The former journalist says if there’s even the faintest hint of spin-doctoring behind the scenes or inauthenticity people will see through it.
“It’s got to come from the heart, when it’s real, raw and largely unscripted that’s when there’s a genuine opportunity to make a connection and rally the community behind the cause.
“It’s tough to come back from a miss-step on the national stage when emotion is running high.”
Every leader is entitled to a holiday. The summer Christmas and New Year period is traditionally a time when business, educational institutions and politics is replaced with days at the beach, cricket, tennis and, for some, overseas trips.
“It was ok for him to be away at the time but if you hear your country is in trouble, you need to respond and come back quickly,” Tony says.
“I think after this disaster politicians may holiday somewhere closer to home rather than going too far away because, as we’ve heard, bushfire season is going to get worse and it’s a matter of being prepared.
“Maybe the answer is to plan longer overseas holidays at a different time of the year when there’s less chance of natural disasters – you need to be practical.”
Tony says the world is changing and leaders along with their communication teams need to realise the old days of PR spin no longer work.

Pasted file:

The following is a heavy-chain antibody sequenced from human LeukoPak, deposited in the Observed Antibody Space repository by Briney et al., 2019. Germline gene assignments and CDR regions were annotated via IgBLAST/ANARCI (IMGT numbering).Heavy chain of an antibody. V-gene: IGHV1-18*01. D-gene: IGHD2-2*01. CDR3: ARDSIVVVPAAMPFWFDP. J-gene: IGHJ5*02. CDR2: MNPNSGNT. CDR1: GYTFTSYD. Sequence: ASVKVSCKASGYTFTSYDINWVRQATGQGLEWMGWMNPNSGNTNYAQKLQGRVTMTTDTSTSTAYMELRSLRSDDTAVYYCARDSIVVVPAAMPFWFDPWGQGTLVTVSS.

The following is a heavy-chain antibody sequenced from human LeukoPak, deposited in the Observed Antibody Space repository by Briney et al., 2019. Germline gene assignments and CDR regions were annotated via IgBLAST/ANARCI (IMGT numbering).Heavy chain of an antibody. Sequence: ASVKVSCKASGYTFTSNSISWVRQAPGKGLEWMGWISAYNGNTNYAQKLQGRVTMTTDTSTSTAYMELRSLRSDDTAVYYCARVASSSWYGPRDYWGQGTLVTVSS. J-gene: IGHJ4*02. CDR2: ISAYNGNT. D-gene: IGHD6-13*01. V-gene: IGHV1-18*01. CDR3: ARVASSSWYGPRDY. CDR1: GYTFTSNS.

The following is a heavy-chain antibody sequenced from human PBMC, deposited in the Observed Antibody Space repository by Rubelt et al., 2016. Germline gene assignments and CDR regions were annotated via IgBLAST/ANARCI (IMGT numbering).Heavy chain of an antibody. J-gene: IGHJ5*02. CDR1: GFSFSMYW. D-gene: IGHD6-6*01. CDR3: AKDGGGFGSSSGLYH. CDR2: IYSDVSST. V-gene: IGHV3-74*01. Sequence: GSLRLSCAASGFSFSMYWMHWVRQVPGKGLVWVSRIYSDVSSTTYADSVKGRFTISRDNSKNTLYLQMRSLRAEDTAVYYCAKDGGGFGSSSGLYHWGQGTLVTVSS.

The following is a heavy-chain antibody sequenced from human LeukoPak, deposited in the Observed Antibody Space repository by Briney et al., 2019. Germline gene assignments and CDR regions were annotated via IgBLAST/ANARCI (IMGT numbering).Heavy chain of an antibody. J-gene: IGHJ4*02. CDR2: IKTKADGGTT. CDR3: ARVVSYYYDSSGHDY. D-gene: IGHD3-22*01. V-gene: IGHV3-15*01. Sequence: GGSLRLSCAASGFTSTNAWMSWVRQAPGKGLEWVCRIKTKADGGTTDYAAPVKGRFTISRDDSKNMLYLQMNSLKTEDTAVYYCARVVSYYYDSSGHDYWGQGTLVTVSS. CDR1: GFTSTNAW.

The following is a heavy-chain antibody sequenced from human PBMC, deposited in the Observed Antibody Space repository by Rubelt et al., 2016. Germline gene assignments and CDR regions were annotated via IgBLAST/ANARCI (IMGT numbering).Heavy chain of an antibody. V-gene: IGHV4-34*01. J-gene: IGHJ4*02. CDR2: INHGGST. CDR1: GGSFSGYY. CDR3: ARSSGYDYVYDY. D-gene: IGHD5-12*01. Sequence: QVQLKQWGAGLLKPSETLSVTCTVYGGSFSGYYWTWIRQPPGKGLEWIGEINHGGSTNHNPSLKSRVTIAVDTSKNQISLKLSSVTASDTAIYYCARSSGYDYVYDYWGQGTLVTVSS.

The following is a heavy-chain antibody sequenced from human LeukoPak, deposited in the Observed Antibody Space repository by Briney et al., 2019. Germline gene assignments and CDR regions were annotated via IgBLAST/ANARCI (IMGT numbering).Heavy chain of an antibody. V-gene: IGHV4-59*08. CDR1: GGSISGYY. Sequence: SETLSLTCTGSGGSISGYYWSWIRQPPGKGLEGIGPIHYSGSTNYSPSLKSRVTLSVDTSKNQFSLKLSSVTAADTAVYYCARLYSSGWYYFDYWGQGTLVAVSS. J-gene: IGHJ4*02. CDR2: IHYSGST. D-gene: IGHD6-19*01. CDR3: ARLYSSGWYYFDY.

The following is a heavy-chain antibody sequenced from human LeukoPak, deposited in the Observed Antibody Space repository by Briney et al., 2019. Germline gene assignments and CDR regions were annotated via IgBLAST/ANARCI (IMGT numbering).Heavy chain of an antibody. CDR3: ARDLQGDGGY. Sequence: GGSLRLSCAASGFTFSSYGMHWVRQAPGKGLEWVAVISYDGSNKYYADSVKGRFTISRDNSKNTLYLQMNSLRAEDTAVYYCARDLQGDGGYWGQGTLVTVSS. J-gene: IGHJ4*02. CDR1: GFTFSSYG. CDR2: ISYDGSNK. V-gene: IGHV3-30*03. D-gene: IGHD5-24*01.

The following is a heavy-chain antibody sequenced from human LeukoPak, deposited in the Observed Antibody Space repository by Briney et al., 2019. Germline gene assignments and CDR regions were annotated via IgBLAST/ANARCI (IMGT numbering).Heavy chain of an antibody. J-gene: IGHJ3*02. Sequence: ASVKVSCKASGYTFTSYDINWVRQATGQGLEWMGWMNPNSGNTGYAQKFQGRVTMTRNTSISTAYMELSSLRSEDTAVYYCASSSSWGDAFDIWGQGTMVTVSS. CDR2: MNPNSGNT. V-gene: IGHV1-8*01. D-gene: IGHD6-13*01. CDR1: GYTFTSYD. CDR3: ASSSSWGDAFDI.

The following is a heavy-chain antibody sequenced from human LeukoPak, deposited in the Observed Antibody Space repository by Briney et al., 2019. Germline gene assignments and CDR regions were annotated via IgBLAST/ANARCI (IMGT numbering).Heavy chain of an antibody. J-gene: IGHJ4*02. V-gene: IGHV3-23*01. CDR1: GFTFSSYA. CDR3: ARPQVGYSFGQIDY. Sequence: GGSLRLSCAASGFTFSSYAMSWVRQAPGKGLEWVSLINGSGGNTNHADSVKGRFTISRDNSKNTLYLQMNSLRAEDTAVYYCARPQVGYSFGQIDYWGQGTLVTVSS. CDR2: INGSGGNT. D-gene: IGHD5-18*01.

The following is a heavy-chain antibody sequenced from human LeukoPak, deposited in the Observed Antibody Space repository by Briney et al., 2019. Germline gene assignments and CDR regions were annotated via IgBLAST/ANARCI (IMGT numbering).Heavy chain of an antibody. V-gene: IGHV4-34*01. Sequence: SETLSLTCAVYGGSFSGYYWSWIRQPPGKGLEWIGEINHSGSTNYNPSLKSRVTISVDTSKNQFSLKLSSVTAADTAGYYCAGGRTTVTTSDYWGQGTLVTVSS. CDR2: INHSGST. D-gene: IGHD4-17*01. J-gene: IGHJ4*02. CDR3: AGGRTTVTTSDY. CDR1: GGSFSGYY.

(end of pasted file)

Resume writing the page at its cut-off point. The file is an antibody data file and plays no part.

“There are so many television shows and commentators pointing out the spin, so smart people are aware of it,” he says.
“You may notice politicians — and Morrison has done this — saying, ‘I understand’ but you have to show you’re taking action by saying, ‘I understand, and this is why I’m going to…’
“To say ‘I understand’ is not enough these days.”
In times of crisis, there is no flawless PR strategy and often people are looking for someone to blame. However, Tony says it’s during these times when people look to leaders for genuine empathy and authenticity.
Tony was also skeptical of the Federal Government’s decision to call a Royal Commission and says it seems to be a common fallback when disaster strikes.
“Calling a Royal Commission sounds like serious action and it is often a sign that leaders take a matter seriously and want an investigation to improve a situation and stop problems happening in the future,” he says.
“However, (and I am not saying it is so in this bushfire case) calling a Royal Commission is a stalling tactic – buying time and giving leaders an excuse to refrain from further discussion by saying ‘the matter is before a Royal Commission.”
He says as we’ve seen with the 2009 Victorian Bushfire Royal Commission, not all recommendations are adopted.
“There’s often delays with Royal Commissions, a lot of expense and usually they are not binding on the government to do anything with the findings,” he says.
Tony says calling for a Royal Commission can be a common public relations tactic so, it’s important governments are held accountable to enact recommendations.
“People get sick of it and think not another Royal Commission haven’t we had enough, there’s a certain cynicism associated with them,” he says.
“Often the government who calls the Royal Commission will be out of power by the time it has been held and the report and findings compiled.”